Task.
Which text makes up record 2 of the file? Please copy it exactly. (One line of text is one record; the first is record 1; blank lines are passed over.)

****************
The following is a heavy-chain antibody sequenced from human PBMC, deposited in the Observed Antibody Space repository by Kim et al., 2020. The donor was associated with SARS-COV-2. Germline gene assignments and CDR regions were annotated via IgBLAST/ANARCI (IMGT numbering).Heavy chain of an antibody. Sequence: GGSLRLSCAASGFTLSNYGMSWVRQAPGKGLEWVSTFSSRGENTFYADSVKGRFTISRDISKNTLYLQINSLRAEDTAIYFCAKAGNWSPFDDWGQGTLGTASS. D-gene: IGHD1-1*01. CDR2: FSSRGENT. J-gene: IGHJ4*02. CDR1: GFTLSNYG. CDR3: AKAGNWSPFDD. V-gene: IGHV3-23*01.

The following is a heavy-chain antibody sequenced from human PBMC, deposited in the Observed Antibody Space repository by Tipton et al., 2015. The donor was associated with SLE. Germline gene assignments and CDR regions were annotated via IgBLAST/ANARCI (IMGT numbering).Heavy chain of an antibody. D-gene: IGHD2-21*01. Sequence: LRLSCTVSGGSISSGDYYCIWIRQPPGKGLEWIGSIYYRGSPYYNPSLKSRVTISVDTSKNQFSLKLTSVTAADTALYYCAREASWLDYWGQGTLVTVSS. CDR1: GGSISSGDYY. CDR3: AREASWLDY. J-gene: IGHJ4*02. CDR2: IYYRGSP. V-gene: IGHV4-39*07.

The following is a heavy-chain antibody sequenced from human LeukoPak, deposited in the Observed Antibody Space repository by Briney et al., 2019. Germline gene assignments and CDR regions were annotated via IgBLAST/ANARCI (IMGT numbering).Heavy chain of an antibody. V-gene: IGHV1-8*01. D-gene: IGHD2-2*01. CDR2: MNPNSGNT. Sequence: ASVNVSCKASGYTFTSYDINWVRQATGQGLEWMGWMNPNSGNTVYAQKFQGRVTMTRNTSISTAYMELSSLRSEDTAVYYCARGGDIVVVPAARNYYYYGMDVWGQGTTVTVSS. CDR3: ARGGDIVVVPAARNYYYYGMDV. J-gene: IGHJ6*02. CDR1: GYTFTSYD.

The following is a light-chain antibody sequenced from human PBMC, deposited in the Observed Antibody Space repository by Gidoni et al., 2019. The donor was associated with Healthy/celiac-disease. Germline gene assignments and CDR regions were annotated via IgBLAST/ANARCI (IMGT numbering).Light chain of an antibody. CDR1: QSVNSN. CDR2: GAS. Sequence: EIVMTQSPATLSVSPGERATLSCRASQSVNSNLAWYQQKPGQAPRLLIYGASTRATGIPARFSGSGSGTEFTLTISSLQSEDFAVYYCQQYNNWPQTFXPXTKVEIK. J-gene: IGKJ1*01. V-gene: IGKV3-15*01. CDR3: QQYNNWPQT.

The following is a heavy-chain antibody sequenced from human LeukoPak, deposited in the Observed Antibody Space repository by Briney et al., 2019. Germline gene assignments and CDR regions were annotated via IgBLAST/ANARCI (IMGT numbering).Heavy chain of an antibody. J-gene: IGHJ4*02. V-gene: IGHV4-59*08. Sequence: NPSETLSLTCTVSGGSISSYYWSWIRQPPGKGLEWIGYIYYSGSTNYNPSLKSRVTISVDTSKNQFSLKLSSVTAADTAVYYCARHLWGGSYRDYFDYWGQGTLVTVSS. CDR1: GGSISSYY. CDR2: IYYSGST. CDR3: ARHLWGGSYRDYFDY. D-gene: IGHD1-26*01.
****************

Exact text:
The following is a heavy-chain antibody sequenced from human PBMC, deposited in the Observed Antibody Space repository by Tipton et al., 2015. The donor was associated with SLE. Germline gene assignments and CDR regions were annotated via IgBLAST/ANARCI (IMGT numbering).Heavy chain of an antibody. D-gene: IGHD2-21*01. Sequence: LRLSCTVSGGSISSGDYYCIWIRQPPGKGLEWIGSIYYRGSPYYNPSLKSRVTISVDTSKNQFSLKLTSVTAADTALYYCAREASWLDYWGQGTLVTVSS. CDR1: GGSISSGDYY. CDR3: AREASWLDY. J-gene: IGHJ4*02. CDR2: IYYRGSP. V-gene: IGHV4-39*07.